12 killed as violence rocks western China

BEIJING — A series of explosions and police gunfire have left a dozen people dead in China’s far west Xinjiang region, the latest spasm of violence to shake the vast, strategically vital area that borders several Central Asian countries.

Details of the incident remain murky, but a local government website said Saturday that the dead included six people gunned down by police Friday evening and another six killed by three explosions in and around a hair salon and vegetable market in Aksu Prefecture.

Another account, posted on the state-run Tianshan news portal, said one explosion occurred after the police “besieged” what was described as a suspicious vehicle. Two of the dead had been sitting inside the vehicle, the report said.


The authorities arrested three people and several others were injured, including a police officer.

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The clash, which occurred in the county seat of Xinhe, not far from the border with Kyrgyzstan, is the latest in a spate of violence in Xinjiang, home to most of China’s 10 million ethnic Uighurs, a Muslim, Turkic-speaking people whose uneasy ties to the region’s Han Chinese majority has turned increasingly bloody.

Reports in the state-run media did not list the names or ethnicities of those involved in the violence, but such episodes invariably pit Uighurs against Chinese security forces. During the past two months, at least three dozen Uighurs in south Xinjiang have been killed by police, including three young men gunned down Jan. 15 outside a police station in Yengieriq, another town in Aksu Prefecture.

In that incident, security agents opened fire after the men had been denied entry to a local police station, according to Radio Free Asia. The report quoted local police officials as saying the men had been carrying sickles and described them as “separatists.”

In December, the state news media said that police in the Silk Road city of Kashgar had shot and killed eight people who had attacked a police vehicle with knives and “explosive devices.”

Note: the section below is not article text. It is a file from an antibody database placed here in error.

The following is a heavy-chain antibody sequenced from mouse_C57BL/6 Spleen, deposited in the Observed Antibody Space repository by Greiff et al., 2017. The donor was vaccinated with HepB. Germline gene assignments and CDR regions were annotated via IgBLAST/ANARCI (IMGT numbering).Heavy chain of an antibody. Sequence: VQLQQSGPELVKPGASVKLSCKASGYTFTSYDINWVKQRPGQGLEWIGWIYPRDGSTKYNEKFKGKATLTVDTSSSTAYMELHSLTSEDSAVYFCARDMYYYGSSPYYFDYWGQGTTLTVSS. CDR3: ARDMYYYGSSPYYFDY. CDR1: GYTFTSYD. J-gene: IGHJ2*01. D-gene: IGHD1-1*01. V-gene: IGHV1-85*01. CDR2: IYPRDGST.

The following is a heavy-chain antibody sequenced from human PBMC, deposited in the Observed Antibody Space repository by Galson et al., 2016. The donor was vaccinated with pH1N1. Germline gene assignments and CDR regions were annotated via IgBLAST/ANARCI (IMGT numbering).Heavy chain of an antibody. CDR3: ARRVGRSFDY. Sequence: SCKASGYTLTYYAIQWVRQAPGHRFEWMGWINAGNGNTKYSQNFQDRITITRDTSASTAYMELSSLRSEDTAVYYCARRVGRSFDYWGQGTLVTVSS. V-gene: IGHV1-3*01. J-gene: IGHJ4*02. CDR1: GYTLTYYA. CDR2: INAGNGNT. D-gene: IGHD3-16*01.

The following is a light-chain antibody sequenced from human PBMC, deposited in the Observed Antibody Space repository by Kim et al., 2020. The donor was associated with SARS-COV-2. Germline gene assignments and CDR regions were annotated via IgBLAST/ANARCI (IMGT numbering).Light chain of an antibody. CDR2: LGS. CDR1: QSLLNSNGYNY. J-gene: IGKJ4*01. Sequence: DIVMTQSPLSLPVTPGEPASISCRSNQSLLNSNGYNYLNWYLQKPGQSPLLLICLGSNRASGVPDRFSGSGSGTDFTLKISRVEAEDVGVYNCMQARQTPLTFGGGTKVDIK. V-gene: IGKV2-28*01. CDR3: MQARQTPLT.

Two weeks earlier, another clash in Kashgar had left 16 people dead, including six women and two police officers. As with similar incidents, officials described bloodshed as an act of “terrorism.”

An exile group, the World Uyghur Congress, said it was an “indiscriminate shooting” by security forces on members of a wedding party. The government blocks independent reporting in the region, making it difficult to learn more details about such clashes.

During the past year, violent confrontations have occurred with growing frequency, alarming Chinese leaders and prompting even heavier security in the energy-rich region. Last week Beijing announced that it was doubling Xinjiang’s public security budget, with one regional official vowing “no mercy for terrorists,” according to the state news media.

Officials invariably blame the bloodshed on separatists seeking to establish an independent homeland for Xinjiang’s Uighurs, whose loyalties to Beijing have been tested by increasingly aggressive government policies.

Exile groups and analysts outside of China say the discontent is aggravated by intrusive measures, including restrictions on religious practices, as well as uneven economic development that favors ethnic Han Chinese migrants.


Groups like the World Uyghur Congress attribute many recent Uighur deaths to aggressive policing tactics.